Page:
John Hill: Hawaii Agencies Flout The Law By Ignoring Maui Fire Records Requests - Honolulu Civil Beat

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About the Author

John Hill

John Hill is the Investigations Editor at Civil Beat. You can reach him by email at or follow him on Twitter at @johncornellhill.

They have much else to contend with, but when the government does not provide information, people come up with more sinister narratives.

So here’s the thing about Hawaii’s open records law – it’s actually a law, not just a suggestion.

You would never guess that from the way many of Hawaii’s public agencies treat the Uniform Information Practices Act or UIPA. We in the media who try to use it call it Yoo-Eep-Ah, a name as unwieldy as the process it entails.

In the immediate aftermath of the Maui fires, Civil Beat – and many other media outlets across the U.S. – started peppering Maui County and state agencies with records requests.

These agencies normally get 10 business days to respond. Hawaii law also provides that they get 10 extra days in the event of a disaster, which this clearly was.

The government does not have to actually produce the records by that deadline. It can simply send a “notice to requester” saying that it needs more time. Or it can cite an exemption in the law to producing the records, leaving the media outlet or member of the public with the choice of appealing it to the Office of Information Practices or in court.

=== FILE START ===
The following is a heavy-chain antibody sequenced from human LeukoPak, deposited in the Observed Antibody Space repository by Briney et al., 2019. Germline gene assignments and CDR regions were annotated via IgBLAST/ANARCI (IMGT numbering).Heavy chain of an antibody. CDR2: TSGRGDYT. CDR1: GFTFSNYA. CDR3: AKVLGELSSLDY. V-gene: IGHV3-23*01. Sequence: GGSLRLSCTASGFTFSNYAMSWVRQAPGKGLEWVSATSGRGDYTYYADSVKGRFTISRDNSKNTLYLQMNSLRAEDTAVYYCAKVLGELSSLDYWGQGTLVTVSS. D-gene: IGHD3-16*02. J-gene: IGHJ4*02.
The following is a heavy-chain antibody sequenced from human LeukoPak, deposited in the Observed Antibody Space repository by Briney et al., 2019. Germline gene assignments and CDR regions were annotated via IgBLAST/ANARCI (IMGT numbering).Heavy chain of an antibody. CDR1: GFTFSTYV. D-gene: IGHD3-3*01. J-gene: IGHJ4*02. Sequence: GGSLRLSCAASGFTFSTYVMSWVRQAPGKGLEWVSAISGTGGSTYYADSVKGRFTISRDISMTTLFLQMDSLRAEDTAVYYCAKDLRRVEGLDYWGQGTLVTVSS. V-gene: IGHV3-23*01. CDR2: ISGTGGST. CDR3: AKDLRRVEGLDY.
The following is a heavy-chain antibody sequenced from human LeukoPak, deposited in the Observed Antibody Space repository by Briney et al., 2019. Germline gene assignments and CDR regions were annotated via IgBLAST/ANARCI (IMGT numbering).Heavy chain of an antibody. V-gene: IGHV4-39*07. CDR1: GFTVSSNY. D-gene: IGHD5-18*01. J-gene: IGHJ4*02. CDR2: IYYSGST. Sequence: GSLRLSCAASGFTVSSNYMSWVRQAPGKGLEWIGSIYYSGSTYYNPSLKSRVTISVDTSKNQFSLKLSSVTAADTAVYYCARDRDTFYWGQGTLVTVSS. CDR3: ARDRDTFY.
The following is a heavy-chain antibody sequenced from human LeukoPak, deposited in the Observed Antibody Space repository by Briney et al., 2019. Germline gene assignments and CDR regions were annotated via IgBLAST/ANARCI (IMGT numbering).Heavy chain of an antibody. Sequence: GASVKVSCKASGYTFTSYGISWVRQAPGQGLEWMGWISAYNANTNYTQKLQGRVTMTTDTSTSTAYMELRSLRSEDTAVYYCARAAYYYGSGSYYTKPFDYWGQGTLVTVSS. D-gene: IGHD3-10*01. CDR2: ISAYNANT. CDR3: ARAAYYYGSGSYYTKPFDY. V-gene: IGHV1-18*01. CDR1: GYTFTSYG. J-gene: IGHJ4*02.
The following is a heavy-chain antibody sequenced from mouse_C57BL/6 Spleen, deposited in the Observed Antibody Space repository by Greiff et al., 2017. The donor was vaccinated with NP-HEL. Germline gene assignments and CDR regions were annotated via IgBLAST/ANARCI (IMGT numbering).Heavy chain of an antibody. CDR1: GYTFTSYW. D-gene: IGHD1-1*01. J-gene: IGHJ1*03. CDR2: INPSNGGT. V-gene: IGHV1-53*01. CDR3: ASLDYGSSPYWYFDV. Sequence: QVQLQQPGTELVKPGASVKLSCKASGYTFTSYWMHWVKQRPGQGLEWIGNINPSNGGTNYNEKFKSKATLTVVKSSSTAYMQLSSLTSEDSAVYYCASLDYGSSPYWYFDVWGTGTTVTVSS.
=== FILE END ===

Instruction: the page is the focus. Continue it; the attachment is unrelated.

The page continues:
But here’s the thing: some of our requests for information about the Maui fires have not even been acknowledged, even past the 20 business day deadline.

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For instance, we asked the Maui County Emergency Management Agency for all requests for assistance it submitted to the Hawaii Emergency Management Agency from June 1 through Aug. 9.


We asked the state for its after-action report for the 2018 fires on Maui, which as far as we can tell has not been made public a full five years later.

We also asked the state for all situation reports prepared by HIEMA in advance of the high winds and potential for fire due to Hurricane Dora in August.

We wanted to see all requests for assistance submitted from HIEMA to the Federal Emergency Management Agency from June 1 through Aug. 9, 2023.